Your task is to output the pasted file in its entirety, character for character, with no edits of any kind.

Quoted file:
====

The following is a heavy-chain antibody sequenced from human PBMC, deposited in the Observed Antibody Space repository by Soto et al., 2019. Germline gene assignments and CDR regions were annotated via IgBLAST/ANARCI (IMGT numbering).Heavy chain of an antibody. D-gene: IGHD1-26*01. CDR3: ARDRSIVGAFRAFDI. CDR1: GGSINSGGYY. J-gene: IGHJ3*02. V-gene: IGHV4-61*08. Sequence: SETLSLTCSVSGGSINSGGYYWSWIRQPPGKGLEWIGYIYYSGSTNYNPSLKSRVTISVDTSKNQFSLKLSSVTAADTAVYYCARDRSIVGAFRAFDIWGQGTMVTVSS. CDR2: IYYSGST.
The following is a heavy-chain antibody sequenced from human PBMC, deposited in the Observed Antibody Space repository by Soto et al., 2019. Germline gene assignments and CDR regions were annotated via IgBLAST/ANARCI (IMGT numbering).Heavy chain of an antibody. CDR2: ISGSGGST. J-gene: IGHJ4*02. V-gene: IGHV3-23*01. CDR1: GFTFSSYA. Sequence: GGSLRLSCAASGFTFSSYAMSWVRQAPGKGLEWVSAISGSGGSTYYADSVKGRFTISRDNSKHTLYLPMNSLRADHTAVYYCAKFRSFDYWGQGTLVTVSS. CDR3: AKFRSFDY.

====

The following is a heavy-chain antibody sequenced from human PBMC, deposited in the Observed Antibody Space repository by Soto et al., 2019. Germline gene assignments and CDR regions were annotated via IgBLAST/ANARCI (IMGT numbering).Heavy chain of an antibody. D-gene: IGHD1-26*01. CDR3: ARDRSIVGAFRAFDI. CDR1: GGSINSGGYY. J-gene: IGHJ3*02. V-gene: IGHV4-61*08. Sequence: SETLSLTCSVSGGSINSGGYYWSWIRQPPGKGLEWIGYIYYSGSTNYNPSLKSRVTISVDTSKNQFSLKLSSVTAADTAVYYCARDRSIVGAFRAFDIWGQGTMVTVSS. CDR2: IYYSGST.
The following is a heavy-chain antibody sequenced from human PBMC, deposited in the Observed Antibody Space repository by Soto et al., 2019. Germline gene assignments and CDR regions were annotated via IgBLAST/ANARCI (IMGT numbering).Heavy chain of an antibody. CDR2: ISGSGGST. J-gene: IGHJ4*02. V-gene: IGHV3-23*01. CDR1: GFTFSSYA. Sequence: GGSLRLSCAASGFTFSSYAMSWVRQAPGKGLEWVSAISGSGGSTYYADSVKGRFTISRDNSKHTLYLPMNSLRADHTAVYYCAKFRSFDYWGQGTLVTVSS. CDR3: AKFRSFDY.